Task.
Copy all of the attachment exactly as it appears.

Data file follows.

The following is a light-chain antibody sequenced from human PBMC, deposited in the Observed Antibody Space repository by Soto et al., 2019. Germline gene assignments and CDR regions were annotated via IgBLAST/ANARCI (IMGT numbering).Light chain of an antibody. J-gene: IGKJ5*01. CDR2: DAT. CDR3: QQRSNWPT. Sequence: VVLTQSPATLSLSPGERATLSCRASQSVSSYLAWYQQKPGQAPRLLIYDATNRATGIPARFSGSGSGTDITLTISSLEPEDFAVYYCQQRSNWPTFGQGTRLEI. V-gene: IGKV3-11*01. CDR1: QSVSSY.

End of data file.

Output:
The following is a light-chain antibody sequenced from human PBMC, deposited in the Observed Antibody Space repository by Soto et al., 2019. Germline gene assignments and CDR regions were annotated via IgBLAST/ANARCI (IMGT numbering).Light chain of an antibody. J-gene: IGKJ5*01. CDR2: DAT. CDR3: QQRSNWPT. Sequence: VVLTQSPATLSLSPGERATLSCRASQSVSSYLAWYQQKPGQAPRLLIYDATNRATGIPARFSGSGSGTDITLTISSLEPEDFAVYYCQQRSNWPTFGQGTRLEI. V-gene: IGKV3-11*01. CDR1: QSVSSY.